Bad Joke of the Week

The bad joke of the week was inspired by an actual event. Here I will just reprint the news item in its entirety.

By Mark Potter Correspondent
NBC News
updated 1/14/2005 7:27:30 PM ET

MIAMI — The trail begins at the Federal Reserve building in East Rutherford, N.J..  In mid-December, a large tractor-trailer is loaded up and heads south, bound for the Fed in New Orleans. Sealed in back of the truck is $180,000 worth of newly minted U.S. nickels. They are in 900 bags and weigh nearly 23 tons.

That’s 3.6 million nickels — and soon they would just disappear.

“Somebody actually went out and stole 3.6 million nickels,” says FBI spokeswoman Judy Orihuela. “I mean, who would ever think that would happen?”

FBI agents and police are baffled over how it happened. The driver, Angel Ricardo Mendoza, a private trucker from Miami, has also disappeared.

“He’s either a victim or a suspect,” says Sgt. Richard Mestre of the Miami-Dade Police Cargo Theft Task Force. “We’re not really sure.”

Mestre is used to dealing with stolen cars and appliances, but he’s never seen a case involving nickels.

There are very few clues. Investigators do know that after leaving New Jersey, Mendoza gassed up at a North Florida station on Dec. 19. They have the credit receipts. On Dec. 20, Mendoza called his boss, saying he was in Tallahassee and would soon arrive in New Orleans. He never made it and hasn’t been heard from since.

When I read this a few years back I got to thinking, “Just how do you spot the man who stole 3.6 million nickels? Here are the top ten ways:

10. For some reason he likes to drive 55 miles per hour.

9. Parking meters: No problem.

8. Airport security: Big problem.

7. Buddy, can you spare 3.6 million nickels?

6. He will give you 3.6 million nickels for your thoughts.

5. Only shops at the five and dime store.

4. For God’s sake, don’t ask him to change a $100 bill.

3. If he wants he really can nickel and dime you to death.

2. It’s not just his spurs that go jingle jingle jangle.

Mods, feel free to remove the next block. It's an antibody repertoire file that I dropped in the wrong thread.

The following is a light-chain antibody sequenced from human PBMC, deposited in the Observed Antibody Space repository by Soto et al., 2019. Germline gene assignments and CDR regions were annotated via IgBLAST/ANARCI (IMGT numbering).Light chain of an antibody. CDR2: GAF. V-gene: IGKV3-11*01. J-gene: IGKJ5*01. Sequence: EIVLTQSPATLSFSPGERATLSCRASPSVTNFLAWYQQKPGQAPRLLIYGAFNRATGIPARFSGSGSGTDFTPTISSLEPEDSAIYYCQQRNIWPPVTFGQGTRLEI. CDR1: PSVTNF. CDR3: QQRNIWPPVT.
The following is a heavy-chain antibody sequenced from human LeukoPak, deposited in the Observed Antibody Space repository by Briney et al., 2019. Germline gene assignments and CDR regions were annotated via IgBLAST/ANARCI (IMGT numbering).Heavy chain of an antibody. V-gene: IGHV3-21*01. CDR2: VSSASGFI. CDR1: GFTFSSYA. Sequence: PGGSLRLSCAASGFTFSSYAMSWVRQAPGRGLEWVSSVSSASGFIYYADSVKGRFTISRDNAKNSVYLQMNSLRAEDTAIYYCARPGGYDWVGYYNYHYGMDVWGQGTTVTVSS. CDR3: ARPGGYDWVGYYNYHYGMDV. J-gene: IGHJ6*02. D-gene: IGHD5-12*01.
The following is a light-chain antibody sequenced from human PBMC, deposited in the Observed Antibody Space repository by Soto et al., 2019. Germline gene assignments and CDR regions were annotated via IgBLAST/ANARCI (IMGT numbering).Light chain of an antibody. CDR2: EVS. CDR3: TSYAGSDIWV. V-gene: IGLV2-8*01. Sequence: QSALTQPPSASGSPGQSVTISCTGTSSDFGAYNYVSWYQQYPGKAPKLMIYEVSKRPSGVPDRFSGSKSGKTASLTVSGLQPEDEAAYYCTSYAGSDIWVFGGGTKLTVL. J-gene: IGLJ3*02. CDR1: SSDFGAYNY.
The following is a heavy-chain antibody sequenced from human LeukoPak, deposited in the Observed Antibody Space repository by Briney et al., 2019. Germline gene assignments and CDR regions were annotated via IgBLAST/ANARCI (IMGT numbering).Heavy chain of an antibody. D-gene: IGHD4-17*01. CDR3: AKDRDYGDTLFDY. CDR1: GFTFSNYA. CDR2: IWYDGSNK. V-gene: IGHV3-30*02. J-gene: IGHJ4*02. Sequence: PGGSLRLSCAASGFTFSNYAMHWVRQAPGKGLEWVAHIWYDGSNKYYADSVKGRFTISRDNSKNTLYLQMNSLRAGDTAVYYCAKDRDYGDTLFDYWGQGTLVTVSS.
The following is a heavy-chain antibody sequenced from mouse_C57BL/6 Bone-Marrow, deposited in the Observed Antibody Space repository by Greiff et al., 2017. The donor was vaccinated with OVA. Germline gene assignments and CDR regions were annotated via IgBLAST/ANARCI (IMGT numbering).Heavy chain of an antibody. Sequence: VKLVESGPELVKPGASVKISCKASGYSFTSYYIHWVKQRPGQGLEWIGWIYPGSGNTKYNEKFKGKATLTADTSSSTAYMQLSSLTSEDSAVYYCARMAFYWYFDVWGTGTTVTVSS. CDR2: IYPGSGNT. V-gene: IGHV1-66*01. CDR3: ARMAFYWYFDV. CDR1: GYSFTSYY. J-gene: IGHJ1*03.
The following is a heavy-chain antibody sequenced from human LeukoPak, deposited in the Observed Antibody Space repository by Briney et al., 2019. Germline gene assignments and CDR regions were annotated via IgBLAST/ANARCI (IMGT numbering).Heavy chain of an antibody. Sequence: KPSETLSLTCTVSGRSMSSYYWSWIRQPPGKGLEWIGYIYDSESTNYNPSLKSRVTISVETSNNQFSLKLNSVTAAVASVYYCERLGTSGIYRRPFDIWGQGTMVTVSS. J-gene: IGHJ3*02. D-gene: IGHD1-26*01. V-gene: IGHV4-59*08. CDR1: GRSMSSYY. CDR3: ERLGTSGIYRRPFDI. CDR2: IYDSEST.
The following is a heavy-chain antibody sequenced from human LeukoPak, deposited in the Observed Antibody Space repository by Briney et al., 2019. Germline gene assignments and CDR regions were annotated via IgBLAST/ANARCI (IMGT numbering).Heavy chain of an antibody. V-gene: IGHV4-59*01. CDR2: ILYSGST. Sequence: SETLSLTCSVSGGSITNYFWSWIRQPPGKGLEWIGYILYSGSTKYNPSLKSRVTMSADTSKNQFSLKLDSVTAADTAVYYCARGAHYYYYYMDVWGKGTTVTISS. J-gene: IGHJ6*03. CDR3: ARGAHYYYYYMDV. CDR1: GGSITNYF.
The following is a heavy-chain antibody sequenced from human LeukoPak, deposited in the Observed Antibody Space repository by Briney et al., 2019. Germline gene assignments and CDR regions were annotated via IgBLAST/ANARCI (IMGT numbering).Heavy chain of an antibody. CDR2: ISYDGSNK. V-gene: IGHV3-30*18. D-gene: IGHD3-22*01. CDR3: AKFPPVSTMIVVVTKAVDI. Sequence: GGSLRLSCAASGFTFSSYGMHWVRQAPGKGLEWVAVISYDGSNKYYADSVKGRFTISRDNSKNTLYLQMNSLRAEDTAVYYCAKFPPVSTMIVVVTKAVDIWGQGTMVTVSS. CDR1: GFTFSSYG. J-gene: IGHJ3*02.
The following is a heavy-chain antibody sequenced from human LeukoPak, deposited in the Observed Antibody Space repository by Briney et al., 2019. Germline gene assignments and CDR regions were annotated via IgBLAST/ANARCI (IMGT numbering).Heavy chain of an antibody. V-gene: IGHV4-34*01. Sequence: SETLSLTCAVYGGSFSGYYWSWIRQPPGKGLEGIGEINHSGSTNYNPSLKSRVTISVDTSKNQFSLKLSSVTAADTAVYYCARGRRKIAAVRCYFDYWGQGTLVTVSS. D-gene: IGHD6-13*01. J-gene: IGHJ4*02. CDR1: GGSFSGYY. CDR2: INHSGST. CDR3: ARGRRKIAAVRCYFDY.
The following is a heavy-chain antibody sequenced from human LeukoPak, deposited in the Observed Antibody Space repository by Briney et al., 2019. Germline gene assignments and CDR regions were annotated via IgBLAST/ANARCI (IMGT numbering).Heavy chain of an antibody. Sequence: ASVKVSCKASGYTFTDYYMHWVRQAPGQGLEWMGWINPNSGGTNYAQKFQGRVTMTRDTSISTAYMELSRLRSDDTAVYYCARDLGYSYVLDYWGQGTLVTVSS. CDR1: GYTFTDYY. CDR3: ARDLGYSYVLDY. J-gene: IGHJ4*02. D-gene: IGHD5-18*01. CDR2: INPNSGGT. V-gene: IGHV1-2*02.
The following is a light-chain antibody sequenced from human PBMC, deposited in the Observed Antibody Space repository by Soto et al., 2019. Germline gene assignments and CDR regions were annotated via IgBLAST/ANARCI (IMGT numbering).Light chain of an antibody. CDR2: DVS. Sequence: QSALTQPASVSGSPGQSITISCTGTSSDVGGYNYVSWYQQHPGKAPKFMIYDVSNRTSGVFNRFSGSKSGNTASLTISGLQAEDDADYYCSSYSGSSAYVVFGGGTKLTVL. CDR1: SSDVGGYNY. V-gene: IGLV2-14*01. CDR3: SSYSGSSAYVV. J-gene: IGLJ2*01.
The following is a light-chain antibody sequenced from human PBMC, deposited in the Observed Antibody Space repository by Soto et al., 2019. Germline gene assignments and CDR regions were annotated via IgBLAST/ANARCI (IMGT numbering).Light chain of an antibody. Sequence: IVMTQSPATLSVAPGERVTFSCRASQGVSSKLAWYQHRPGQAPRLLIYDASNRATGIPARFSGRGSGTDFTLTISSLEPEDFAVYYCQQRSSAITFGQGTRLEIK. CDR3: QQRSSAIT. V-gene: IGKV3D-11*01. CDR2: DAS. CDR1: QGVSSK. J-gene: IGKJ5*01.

1. And the number one way to spot the guy who stole 3.6 million nickels: Ask him “Are you glad to see me, or is that a roll of nickels in your pocket?”

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John Mather at UT San Antonio

The San Antonio Skeptics hosted an outing at the University of Texas at San Antonio Friday night. The UTSA faculty sponsored the talk by physicist John Mather, who six years ago was awarded the Nobel Prize in physics for his work measuring the cosmic background radiation. The talk was titled “A History of the Universe, from Beginning to End.” Mather’s current project is the James Webb Space Telescope, and I present to you below a link to a video I made of his video. It shows the JWST assembling itself after being cleared of its launch vehicle at some date in the future to be named.

http://specularphoto.com/video/Webb.wmv

Preventing Voter Fraud

Hey! Birthday coming up. Send congrats, presents. The State of Texas did. They sent me a driver’s license renewal notice.

As you know, our state government is working hard to prevent voter fraud. Since voting by illegal aliens is rampant (possibly once or twice each election), the State of Texas has enacted stringent measures to identify people qualified to vote. In order to vote, as I understand the law, I will need to show some kind of photo identification this coming November. One acceptable form of photo ID is a Texas driver’s license.

That’s why, for your protection and mine, the State of Texas requires, when you renew your license, you clearly identify your citizenship status on the application. Presumably this information will show up on your new license and will prevent you from voting if you are not a citizen. The State of Texas goes to great lengths to determine your citizenship when you apply for your license renewal. They require you to state your citizenship status on your application. See below:

Of course, I carefully checked the YES box. I did not want to lose my right to vote and to cast these idiots into the abyss. I did not elect to register for the draft.

The Rape of the Lock

I could not help remarking on this. The parallel is impossible to ignore.

Amish Bishop Found Guilty of Beard-Shaving Attacks

The leader of an Amish splinter sect and his followers were found guilty today of violating federal hate crime laws for conducting a series of bizarre attacks in which they shaved the hair and beards of other Amish whose religious beliefs they disagreed with.

A jury found Samuel Mullet Sr. and 15 members of his church guilty of the attacks that rocked the picturesque Amish communities of eastern Ohio.